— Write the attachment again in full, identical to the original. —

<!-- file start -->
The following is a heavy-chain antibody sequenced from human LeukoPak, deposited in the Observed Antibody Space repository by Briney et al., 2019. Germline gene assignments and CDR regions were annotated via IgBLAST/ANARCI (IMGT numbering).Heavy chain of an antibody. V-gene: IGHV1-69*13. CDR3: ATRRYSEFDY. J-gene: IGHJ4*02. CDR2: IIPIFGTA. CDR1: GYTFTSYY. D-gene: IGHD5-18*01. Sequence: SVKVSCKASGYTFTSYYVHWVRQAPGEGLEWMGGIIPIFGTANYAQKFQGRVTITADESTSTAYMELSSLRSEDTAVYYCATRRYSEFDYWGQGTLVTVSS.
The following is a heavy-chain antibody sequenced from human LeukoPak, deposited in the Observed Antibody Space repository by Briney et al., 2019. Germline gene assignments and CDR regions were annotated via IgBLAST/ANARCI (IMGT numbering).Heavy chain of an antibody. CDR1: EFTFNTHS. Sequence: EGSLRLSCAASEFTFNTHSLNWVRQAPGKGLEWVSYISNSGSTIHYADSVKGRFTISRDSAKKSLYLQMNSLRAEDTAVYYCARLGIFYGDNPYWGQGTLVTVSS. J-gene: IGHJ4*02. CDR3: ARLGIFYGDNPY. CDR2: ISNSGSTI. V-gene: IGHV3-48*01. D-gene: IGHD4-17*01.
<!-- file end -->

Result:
The following is a heavy-chain antibody sequenced from human LeukoPak, deposited in the Observed Antibody Space repository by Briney et al., 2019. Germline gene assignments and CDR regions were annotated via IgBLAST/ANARCI (IMGT numbering).Heavy chain of an antibody. V-gene: IGHV1-69*13. CDR3: ATRRYSEFDY. J-gene: IGHJ4*02. CDR2: IIPIFGTA. CDR1: GYTFTSYY. D-gene: IGHD5-18*01. Sequence: SVKVSCKASGYTFTSYYVHWVRQAPGEGLEWMGGIIPIFGTANYAQKFQGRVTITADESTSTAYMELSSLRSEDTAVYYCATRRYSEFDYWGQGTLVTVSS.
The following is a heavy-chain antibody sequenced from human LeukoPak, deposited in the Observed Antibody Space repository by Briney et al., 2019. Germline gene assignments and CDR regions were annotated via IgBLAST/ANARCI (IMGT numbering).Heavy chain of an antibody. CDR1: EFTFNTHS. Sequence: EGSLRLSCAASEFTFNTHSLNWVRQAPGKGLEWVSYISNSGSTIHYADSVKGRFTISRDSAKKSLYLQMNSLRAEDTAVYYCARLGIFYGDNPYWGQGTLVTVSS. J-gene: IGHJ4*02. CDR3: ARLGIFYGDNPY. CDR2: ISNSGSTI. V-gene: IGHV3-48*01. D-gene: IGHD4-17*01.